Saturday 22 June 2013

The "Piece of MIR" that quite probably isn't

During the previous weekend, a story appeared in several news outlets (e.g. here and here and here) in which a man from Amesbury, Massachusetts, claims to have found a strange rock in a riverbed which "NASA" (according to the story) next identified as either a piece of the Russian space station MIR or a piece of "MIR era space debris" (the latter depending on the news outlet).

MIR was a Russian Space Station, in many ways the fore-runner of the ISS, which was de-orbited in March 2001.

While the story was quickly and uncritically proliferated by several news outlets (even RIA Novosti), many space and satellite buffs (including this blog's author) were suspicious of the claims right away. The object, a glassy piece of rock, looked nothing like a genuine piece of space debris. And the specific link to MIR or a MIR-era Russian spacecraft seemed dubious in the absence of a recognizable machine part morphology or machine part registration number.

Here are a couple of pictures of the object, which are screenshots from the CBS Boston video news report here:

The man who reportedly found it, claims he picked it up from the mud at low tide several years ago at a point where his backyard touches on the banks of the Merrimack river. It was a greenish glassy rock "covered in mud".

He put it under a tree in his yard where it sat for several years until his sister in law, who knew someone at NASA, sent it to that person for analysis. Or so the story goes. Many months later, the object was returned with a letter purporting to be from a NASA engineer called "George Leussis". In this letter it was identified as "a piece of MIR" or ballast from a MIR-era Russian spacecraft.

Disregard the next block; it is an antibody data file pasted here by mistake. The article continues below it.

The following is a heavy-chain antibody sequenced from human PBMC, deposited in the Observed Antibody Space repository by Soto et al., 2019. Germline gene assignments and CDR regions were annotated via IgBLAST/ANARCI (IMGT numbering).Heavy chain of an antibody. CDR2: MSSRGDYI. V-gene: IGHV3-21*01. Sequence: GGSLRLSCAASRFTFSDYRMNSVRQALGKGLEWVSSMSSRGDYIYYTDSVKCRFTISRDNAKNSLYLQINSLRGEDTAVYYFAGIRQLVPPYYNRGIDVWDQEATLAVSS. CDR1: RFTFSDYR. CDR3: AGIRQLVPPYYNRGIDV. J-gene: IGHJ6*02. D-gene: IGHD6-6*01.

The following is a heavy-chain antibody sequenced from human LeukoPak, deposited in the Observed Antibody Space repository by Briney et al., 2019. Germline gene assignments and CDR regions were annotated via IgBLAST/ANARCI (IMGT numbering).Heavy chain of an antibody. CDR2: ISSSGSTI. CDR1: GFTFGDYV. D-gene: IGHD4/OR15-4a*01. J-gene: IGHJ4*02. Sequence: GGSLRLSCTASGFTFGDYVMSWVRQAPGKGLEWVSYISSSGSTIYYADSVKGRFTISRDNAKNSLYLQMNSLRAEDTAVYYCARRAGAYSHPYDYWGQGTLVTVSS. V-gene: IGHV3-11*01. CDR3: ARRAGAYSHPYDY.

But is it? To be frank: most likely it is not.

First of all, while ballast is sometimes indeed added to space launches (to let the launch mass match the rocket performance), this is not in the form of rock. Such ballast is usually water (in a tank), sand, or metal. And glass is not a major component of spacecraft (glass fiber is though). Certainly not in seizable chunks.

More important than that: what are the reasons to think this is space debris in the first place? It doesn't look like a part of a spacecraft at all. It looks like a glassy rock.

The piece looks like a silicate glass, with clear signs of weathering (e.g. the pitting on the surface, the dull glossy shine), and clear conchoidal flaking (best seen on the third picture above).  Contrary to the impression given by the news reports, I can see no evidence of a "fiery entry through the atmosphere" on the pictures of the piece. It looks like a smelt alright, but contrary to what many people think that is not what you get from an atmospheric reentry. Pieces will ablate and will get a thin fusion crust (thin melt layer) just like meteorites, but they do not melt completely and next solidify into a clump again.

The conchoidal fracturing certainly would have to have taken place after any melting, and given that the flaked surface has the same green-brown colour there, the latter colour is certainly not due to any superficial burning.

To be honest the object looks very much like either one of two things (which can look quite alike on photographs, since both are silicate melts):

1) a piece of  obsidian (volcanic glass);
2) a piece of industrial silicate slag.